OVERVIEW

Thank you so much for taking time to look at our blog! We are a group of edical students who are passionate about training and in underserved areas. This January and February, we are in Peru, the Dominican Republic and Costa Rica internationally as well as locally in Flint and Lansing completing volunteer service, rotating in hospitals and clinics, and learning about international medicine and local underserved health care. We appreciate any time you take to read our reflections and any donations you might offer.

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Wednesday, January 15

First week in Peru
 
Day 2 (1/12/13):
Now we are on a bus to huancayo that has spotty wifi. It took about 10 mins to load my email. We should arrive in huancayo at 8 to 9. Lima reminds me of Quito. It just goes on and on forever and very dusty  with lots of poor housing complexes just lining the highways and sprawling up the mountainsides. I have had weird food so far. I had beef heart on a stick. I actually thought it was just steak and then later discovered it was heart. It was my fault bc I communicated with the guy in Spanish so missed that somehow. This morning had French fries with weird sauces and a cut up hot dog over it, it is called salchapapas. Anyway, gonna nap now bc I hear that's the best way to avoid motion sickness and the bus ride already has me a little queasy. I'm excited to meet my host fam.

Day3 (1/13/14):
Hey! Peru is good so far. Lima was nice but I saw very little of it. It is huge though. I am excited to see more of it after I leave huancayo. Huancayo is a medium size city of about 400 k ppl. It is super industrial and pretty dirty. Today we just went to the hospital and buddied up with Peruvian students.  it was a public hospital and super crowded and run down (by U.S. Standards). I Saw a patient that has tuberculosis of the vertebra that weakened the vertebra and also seeded the Spinal cord and he broke a few vertebra and now he is paraplegic, and tuberculosis really only spreads beyond the lungs when tb goes untreated or inadequately. treated for years, so that was interesting but very sad obviously. Hopefully I can get some pictures of the wards before I leave. Tmr I am spending the day with an obstetrician bc I told the group leader I like that. Also tmr I start Spanish lessons with a tutor that is coming to the house I'm staying at.  Things are insanely cheap here. For example lunch costs 7-8 soles and includes soup, a choice of one or two entrees and dessert. And the exchange rate is $1 equals approx 2.75 soles so that lunch is about 2.50- 3 bucks. Also bc we are in a town in the mountains that's like 8 hrs from Lima there is actually no diversity here so when we walked Down the street ppl are obviously saying "look gringos" and pointing us out. It's kinda funny. Also tons of stray dogs and cats here. That's sad too. Ok more later.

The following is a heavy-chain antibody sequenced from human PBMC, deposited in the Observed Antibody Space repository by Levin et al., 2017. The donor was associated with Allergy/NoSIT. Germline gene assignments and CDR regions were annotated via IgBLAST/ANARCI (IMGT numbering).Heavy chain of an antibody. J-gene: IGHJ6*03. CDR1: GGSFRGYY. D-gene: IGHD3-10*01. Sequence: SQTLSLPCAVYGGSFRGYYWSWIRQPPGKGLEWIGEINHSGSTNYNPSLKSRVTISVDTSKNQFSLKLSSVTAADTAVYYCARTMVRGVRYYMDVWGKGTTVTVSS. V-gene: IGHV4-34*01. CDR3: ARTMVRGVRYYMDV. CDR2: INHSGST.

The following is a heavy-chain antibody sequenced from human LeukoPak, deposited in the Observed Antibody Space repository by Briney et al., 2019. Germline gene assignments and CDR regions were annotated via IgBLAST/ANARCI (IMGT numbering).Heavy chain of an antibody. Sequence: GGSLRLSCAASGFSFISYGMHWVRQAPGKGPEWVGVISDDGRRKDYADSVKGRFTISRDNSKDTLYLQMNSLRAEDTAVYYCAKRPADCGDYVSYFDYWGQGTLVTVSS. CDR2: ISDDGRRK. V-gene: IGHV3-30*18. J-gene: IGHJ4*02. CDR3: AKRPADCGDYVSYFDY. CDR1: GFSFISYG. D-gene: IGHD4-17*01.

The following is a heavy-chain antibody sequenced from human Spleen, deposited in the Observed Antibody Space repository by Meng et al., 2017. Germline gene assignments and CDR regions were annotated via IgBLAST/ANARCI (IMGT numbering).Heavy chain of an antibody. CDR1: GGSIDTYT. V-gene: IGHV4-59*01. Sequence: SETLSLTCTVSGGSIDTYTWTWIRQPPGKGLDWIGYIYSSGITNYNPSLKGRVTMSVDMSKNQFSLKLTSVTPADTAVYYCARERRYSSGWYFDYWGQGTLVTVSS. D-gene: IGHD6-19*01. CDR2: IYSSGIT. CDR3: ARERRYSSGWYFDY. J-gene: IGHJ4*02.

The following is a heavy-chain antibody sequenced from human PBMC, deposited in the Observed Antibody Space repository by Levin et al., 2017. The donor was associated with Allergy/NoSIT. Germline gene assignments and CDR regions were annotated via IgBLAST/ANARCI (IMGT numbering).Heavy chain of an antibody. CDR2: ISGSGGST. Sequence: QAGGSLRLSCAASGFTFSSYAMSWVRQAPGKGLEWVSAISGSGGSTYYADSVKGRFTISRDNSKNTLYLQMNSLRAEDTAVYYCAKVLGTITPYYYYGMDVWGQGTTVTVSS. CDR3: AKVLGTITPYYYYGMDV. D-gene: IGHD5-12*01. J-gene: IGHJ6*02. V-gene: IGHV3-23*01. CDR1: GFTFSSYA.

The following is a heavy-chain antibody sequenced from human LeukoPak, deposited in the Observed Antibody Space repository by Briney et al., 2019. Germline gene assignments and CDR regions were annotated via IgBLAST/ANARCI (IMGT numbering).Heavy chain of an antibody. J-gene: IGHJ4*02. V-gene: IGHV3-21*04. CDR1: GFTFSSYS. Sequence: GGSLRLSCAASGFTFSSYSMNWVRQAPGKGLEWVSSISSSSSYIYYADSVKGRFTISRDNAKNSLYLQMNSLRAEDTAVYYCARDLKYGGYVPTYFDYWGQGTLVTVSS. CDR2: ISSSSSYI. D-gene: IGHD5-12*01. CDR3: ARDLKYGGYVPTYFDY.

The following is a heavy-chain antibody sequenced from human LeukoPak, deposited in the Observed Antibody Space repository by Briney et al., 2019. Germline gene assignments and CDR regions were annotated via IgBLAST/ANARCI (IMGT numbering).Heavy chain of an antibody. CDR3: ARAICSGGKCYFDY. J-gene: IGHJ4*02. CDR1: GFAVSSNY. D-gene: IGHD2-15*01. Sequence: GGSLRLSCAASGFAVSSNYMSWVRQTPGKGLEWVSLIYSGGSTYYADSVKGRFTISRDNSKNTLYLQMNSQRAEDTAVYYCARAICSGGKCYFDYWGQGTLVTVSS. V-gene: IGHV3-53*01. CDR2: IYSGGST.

Day 4 (1/14/14)